Henry Moore reveals the range and quality of work by the British artist who was at the forefront of progressive 20th century sculpture. Bringing together the most comprehensive selection of Henry Moore's works for a generation, the exhibition presents over 150 of his significant works, including stone sculptures, wood carvings, bronzes and drawings, with the largest number his reclining figures ever to be brought together. Moore first emerged as an artist in the wake of the First World War, in which he served on the Western Front. This exhibition emphasises the impact on his work of its historical and intellectual contexts: the trauma of war, the advent of psychoanalysis and new ideas of sexuality, and the influence of primitive art and surrealism. The show explores the defining subjects of Moore's work, including the reclining figure, showing its development over the course of his career, including threatening and sexualised works, which suggest the influence of Freud and psychoanalytical theories, such as 'Reclining Figure'; the iconic mother and child, ranging from the nurturing bond of 'Mother and Child' to 'Suckling Child'; abstract compositions such as 'Composition'; the influence of world cultures through his primitive masks and works such as 'Girl with Clasped Hands'; and seminal drawings of London during the Blitz, the depictions of rows of sleeping figures lying huddled in claustrophobic tunnels, capturing a sense of profound humanitarian anguish and the fragility of the human body, which helped to build the popular perception of the Blitz. Tate Britain until 8th August.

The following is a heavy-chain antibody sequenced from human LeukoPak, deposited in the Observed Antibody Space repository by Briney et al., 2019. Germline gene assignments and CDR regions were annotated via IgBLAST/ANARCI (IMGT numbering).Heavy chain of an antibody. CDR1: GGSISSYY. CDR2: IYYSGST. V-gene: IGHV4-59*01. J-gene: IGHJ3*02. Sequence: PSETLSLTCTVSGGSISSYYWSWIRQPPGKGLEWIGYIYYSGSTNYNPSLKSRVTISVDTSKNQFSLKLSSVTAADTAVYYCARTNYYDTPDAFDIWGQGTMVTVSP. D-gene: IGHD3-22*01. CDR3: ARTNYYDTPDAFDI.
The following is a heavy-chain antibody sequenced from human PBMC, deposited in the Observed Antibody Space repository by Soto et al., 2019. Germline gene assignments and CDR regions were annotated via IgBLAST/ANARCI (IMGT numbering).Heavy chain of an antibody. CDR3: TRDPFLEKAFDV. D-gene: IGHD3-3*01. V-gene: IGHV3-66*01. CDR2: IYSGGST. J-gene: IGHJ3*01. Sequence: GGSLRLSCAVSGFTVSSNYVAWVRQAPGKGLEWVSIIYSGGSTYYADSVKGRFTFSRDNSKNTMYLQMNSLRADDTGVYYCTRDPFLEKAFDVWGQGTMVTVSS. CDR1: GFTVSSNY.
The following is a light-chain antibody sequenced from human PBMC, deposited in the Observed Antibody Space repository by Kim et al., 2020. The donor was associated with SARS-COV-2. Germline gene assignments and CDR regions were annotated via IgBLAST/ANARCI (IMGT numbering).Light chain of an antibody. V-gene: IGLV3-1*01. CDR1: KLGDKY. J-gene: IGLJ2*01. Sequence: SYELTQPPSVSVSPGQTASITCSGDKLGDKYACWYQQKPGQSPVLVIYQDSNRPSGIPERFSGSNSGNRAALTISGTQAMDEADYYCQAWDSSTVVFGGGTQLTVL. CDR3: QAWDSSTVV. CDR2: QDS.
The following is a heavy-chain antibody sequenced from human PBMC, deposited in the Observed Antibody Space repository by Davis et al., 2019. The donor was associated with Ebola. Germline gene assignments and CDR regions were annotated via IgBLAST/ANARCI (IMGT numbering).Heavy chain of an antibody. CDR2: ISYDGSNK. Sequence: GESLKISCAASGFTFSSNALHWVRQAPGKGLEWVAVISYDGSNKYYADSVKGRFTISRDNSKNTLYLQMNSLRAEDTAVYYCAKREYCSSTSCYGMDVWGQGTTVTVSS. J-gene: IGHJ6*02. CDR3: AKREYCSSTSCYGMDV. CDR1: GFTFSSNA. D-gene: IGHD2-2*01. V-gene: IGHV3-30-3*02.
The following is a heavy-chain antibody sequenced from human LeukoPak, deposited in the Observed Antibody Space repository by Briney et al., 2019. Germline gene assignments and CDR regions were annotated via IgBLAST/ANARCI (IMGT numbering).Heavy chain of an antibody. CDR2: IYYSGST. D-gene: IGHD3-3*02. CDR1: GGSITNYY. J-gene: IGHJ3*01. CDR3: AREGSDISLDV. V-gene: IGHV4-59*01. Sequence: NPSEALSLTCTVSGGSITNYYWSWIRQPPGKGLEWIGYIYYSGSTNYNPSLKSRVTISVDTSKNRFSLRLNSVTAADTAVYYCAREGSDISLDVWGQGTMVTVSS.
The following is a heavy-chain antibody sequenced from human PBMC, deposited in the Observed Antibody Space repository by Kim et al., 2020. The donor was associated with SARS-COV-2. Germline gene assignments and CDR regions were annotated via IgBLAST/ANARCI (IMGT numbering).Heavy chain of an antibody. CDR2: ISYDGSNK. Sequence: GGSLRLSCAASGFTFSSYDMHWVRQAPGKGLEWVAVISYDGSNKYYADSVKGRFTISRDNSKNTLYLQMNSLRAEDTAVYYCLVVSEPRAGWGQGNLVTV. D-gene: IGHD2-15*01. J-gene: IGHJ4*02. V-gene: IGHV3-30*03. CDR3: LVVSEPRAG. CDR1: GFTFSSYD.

Gallery Of Costume has reopened after a 2 year, £1.3m refurbishment, which included the creation of new gallery space, a lecture room and education workshop, and restoration work to the Grade II listed Georgian building. The collection comprises more than 20,000 pieces, covering clothes, shoes and accessories, including some incredibly rare, historical items. It charts the history of clothes for men, women and children, from 17th century work-wear, to the designs of modern fashion icons, including Vivienne Westwood, Zandra Rhodes, Gianni Versace, Philip Treacy and Alexander McQueen. Many of the clothes represent high fashion of the day, while other, much rarer items represent the basic but equally interesting dress of working people, such as the clogs and shawls of Lancashire weavers. The gallery's latest acquisition, a fuchsia pink Givenchy couture dress designed for and worn by Audrey Hepburn in 1967, is on display for the first time, alongside one-offs by fashion houses such as Hardy Amies, Balenciaga, Chanel, Courreges, Worth, and Yves Saint Laurent. The gallery now has space for temporary exhibitions, the first of which is Suffragettes To Supermodels, celebrating a century of fashion from 1910 to the present day. Platt Hall Museum, Rusholme, Manchester, Suffragettes To Supermodels until 4th September.